No doubt if the Crescent Hotel had been around in those days, the Indian princes would have stayed there during her recuperation. Alas, the grand old lady of Eureka Springs sitting atop Crescent Mountain, the highest point in the county, was not to arrive until 1886.

The regal structure was built of Arkansas limestone by Irish stonemasons at a cost of $284,000 - a great deal of money in those days. When she was built, the Crescent Hotel was the Showpiece of the Midwest and was touted as the Grandest Resort West of the Mississippi and "Queen of the Ozarks." Just at the point where the hotel was finished, the railroad had arrived at the village with its 10,000 people and brought with it thousands of tourists, all eager to experience the soothing waters of the 63 local springs. To this day, the hotel has retained its olde worlde character in its elegant Victorian-style Crystal Dining Room and its elegantly furnished guest rooms.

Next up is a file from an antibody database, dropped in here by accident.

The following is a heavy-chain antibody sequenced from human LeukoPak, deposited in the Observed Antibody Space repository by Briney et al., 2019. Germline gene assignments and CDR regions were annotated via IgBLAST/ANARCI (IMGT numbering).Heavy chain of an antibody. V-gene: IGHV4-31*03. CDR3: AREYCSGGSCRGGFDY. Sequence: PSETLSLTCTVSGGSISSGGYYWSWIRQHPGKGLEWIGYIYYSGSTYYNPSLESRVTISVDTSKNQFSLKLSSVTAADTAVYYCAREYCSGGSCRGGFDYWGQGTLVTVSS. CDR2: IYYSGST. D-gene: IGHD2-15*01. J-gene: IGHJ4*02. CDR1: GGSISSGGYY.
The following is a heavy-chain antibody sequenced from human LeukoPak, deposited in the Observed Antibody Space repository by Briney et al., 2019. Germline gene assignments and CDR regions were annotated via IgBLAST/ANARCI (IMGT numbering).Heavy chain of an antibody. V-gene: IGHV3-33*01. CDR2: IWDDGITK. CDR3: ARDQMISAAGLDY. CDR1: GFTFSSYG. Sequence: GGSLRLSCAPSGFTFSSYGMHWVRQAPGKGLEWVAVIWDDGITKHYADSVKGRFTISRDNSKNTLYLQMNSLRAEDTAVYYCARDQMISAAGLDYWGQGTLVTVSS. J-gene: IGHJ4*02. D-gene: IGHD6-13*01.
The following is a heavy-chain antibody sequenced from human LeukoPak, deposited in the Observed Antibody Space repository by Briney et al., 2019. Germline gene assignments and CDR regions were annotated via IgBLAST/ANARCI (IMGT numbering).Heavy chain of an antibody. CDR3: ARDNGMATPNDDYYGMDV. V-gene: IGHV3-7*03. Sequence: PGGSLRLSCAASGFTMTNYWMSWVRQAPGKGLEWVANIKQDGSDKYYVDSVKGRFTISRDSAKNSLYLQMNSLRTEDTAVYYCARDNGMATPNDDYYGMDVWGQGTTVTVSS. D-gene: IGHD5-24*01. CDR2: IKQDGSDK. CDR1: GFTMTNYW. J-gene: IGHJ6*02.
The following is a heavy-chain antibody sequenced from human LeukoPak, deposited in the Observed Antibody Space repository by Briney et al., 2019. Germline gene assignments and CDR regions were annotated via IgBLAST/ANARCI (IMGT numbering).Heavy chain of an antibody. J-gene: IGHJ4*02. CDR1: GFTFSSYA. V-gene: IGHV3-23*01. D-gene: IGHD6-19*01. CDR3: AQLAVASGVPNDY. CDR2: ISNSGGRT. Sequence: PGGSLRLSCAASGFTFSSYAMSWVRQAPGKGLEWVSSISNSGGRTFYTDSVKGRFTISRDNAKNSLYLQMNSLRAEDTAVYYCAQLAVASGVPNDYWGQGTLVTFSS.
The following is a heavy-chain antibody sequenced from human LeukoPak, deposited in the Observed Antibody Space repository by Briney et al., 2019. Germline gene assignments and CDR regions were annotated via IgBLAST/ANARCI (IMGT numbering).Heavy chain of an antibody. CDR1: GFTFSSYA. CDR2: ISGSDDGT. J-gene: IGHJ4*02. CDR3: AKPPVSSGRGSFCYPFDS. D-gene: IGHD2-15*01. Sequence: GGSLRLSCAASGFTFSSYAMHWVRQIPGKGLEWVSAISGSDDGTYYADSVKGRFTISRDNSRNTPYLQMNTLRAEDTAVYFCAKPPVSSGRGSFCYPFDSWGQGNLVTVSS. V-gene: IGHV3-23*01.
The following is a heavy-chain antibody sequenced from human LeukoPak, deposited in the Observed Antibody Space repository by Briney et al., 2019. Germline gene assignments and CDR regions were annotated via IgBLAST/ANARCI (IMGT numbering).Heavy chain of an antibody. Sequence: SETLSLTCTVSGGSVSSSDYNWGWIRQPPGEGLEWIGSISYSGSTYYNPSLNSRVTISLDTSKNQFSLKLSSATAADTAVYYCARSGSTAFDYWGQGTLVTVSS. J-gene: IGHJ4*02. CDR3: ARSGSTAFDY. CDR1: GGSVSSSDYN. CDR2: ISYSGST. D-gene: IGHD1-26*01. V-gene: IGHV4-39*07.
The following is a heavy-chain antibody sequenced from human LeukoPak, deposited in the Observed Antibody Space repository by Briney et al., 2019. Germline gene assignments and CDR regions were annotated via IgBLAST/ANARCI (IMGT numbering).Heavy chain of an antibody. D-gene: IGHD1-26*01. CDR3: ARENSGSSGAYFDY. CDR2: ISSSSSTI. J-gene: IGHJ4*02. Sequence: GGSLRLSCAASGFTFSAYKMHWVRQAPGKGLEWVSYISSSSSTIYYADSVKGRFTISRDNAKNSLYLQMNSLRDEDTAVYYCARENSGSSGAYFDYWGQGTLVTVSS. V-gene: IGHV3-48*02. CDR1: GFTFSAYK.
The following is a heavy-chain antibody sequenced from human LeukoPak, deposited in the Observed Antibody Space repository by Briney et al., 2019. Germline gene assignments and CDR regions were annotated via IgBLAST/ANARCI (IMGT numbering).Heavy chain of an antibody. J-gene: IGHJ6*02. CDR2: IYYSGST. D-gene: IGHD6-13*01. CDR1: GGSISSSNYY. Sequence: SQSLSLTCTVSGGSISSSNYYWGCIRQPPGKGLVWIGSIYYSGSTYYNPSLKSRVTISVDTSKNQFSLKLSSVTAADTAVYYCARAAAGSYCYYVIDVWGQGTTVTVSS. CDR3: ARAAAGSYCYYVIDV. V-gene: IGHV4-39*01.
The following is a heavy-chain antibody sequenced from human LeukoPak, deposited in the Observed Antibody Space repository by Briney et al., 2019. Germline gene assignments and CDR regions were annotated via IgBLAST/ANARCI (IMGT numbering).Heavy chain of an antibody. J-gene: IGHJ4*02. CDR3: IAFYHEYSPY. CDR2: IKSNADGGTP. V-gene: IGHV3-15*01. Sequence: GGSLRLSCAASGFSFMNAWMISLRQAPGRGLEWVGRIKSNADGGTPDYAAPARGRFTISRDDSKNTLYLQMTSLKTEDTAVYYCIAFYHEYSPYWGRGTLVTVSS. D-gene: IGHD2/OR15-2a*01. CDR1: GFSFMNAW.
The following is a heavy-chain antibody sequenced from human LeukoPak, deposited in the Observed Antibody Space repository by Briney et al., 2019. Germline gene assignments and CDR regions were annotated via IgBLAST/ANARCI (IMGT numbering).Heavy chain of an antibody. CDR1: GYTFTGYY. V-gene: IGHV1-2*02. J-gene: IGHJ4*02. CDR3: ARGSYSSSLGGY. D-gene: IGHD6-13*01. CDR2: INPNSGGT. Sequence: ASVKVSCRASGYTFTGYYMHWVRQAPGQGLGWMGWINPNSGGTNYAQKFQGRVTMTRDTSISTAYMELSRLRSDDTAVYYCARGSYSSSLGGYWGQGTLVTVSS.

Spas and rooms are not the only attraction at the hotel, however, and the whole area boasts 15 acres of gardens, solitude in the wooded hiking trails, and 100 restored Victorian shops and galleries in the village. If you like a bit of ghostly history with your Victorian charm, then check out their ghost tour (extra charge)

Thorncrown Chapel